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Vanhal: Symphonies

4.8 out of 5 stars 4 customer reviews

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Product details

  • Audio CD (11 Feb. 2008)
  • Number of Discs: 1
  • Label: Warner Classics
  • ASIN: B0012GSKAI
  • Average Customer Review: 4.8 out of 5 stars  See all reviews (4 customer reviews)
  • Amazon Bestsellers Rank: 121,096 in Music (See Top 100 in Music)

Track Listings

Disc: 1

  1. Vanhal : Symphony in D minor Bryan d1 : I Allegro
  2. "Vanhal : Symphony in D minor Bryan d1 : II Arioso, ma non lento"
  3. Vanhal : Symphony in D minor Bryan d1 : III Menuetto - Trio
  4. Vanhal : Symphony in D minor Bryan d1 : IV Presto
  5. Vanhal : Symphony in G minor Bryan g1 : I Allegro moderato
  6. Vanhal : Symphony in G minor Bryan g1 : II Andante cantabile
  7. Vanhal : Symphony in G minor Bryan g1 : III Menuetto - Trio
  8. Vanhal : Symphony in G minor Bryan g1 : IV Finale - Allegro
  9. Vanhal : Symphony in C major Bryan C11 : I Allegro con brio
  10. Vanhal : Symphony in C major Bryan C11 : II Andante cantabile
  11. Vanhal : Symphony in C major Bryan C11 : III Finale - Adagio più andante - Allegro
  12. Vanhal : Symphony in A minor Bryan a2 : I Allegro moderato
  13. Vanhal : Symphony in A minor Bryan a2 : II Andante cantabile
  14. Vanhal : Symphony in A minor Bryan a2 : III Menuetto - Trio
  15. Vanhal : Symphony in A minor Bryan a2 : IV Allegro
  16. Vanhal : Symphony in E minor Bryan e1 : I Allegro moderato
  17. Vanhal : Symphony in E minor Bryan e1 : II Andante
  18. Vanhal : Symphony in E minor Bryan e1 : III Menuetto - Trio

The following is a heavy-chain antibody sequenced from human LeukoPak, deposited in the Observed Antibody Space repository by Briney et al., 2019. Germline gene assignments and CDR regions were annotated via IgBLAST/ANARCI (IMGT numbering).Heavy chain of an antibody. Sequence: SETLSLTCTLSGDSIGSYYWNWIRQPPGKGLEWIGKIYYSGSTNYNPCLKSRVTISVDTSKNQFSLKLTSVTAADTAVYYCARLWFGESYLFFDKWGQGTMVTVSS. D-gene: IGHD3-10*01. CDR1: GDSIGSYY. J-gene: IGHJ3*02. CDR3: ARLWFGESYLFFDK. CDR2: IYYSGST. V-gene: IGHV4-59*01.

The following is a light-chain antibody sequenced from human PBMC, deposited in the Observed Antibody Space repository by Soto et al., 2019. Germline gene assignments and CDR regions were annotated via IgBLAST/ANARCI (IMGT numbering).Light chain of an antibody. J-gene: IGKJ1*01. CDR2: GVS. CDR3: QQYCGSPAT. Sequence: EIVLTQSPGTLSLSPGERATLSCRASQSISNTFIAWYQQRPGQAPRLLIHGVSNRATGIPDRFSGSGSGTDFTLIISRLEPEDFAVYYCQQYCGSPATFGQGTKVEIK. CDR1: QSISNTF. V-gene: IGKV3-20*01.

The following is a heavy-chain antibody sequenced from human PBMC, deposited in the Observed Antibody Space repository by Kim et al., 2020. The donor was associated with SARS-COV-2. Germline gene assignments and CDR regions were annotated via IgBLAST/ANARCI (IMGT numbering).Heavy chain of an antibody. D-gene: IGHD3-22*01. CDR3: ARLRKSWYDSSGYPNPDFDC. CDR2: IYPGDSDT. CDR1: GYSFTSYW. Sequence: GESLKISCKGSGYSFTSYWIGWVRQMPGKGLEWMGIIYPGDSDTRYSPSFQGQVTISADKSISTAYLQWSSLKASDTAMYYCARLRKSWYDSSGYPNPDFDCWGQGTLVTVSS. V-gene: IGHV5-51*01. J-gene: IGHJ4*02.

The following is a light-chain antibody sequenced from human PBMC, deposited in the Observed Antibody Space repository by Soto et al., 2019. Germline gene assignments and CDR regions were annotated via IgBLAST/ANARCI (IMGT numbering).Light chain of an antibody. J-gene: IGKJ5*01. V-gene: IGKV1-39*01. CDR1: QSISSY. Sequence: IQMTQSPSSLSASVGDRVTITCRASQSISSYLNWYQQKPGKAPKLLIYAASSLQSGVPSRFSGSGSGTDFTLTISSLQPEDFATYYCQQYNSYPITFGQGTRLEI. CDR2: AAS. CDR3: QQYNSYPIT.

19. Vanhal : Symphony in E minor Bryan e1 : IV Finale - Allegro

Product Description

‘These are works of vivid and lively invention which also embrace a wide diversity of approach… The Concerto Köln play with spirit, enthusiasm and style…’ (Penguin Guide)

Customer Reviews

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Czech born composer,Jan Vanhal made his career in Vienna,a city that musically flourished during the 2nd half of the 18th century.He was without question a highly gifted musician who excelled in the composition of the symphony and his efforts during the late 1760's and 1770's are every bit the equal of those from Haydn.Vanhal left 51 published symphonies and many others survive in manuscript.He is often referred to as one of the finest "sturm und drang" composers and this is indeed true together with the likes of CPE Bach,Franz Beck and Joseph Haydn.

The quality of Vanhal's symphonies deserve a far better discography (on period instruments) than is currently available,therefore this 1996 recording from Concerto Koln is all the more welcolme.The playing is technically excellent,the sound is superb and they observe the correct and historically accurate use of harpsichord continuo which we know was standard practice and widespread during the 1770's when the vast majority of Vanhal's symphonies were penned.

The only slight drawback for me about this recording is that the faster movements are occasionally just a little too hard throttled and driven although it can of course be argued that this intensity is essential to "sturm und drang".However if you listen to Trevor Pinnock's English Concert recording of Haydn's same period symphonies,the tempos are very lively but not pressed too hard and therefore strike a perfect blend of zest and sensibility,something that the Concerto Koln performances just miss and tend to be a shade overly dramatic.

Never the less this CD can be recommended to all lovers of 18th century orchestral music because Vanhal's compositions of the period yield to nobody and i can only hope that further period instrument groups begin to commit a much more comprehensive account of his symphonies to disc - They most certainly merit it !!!!!.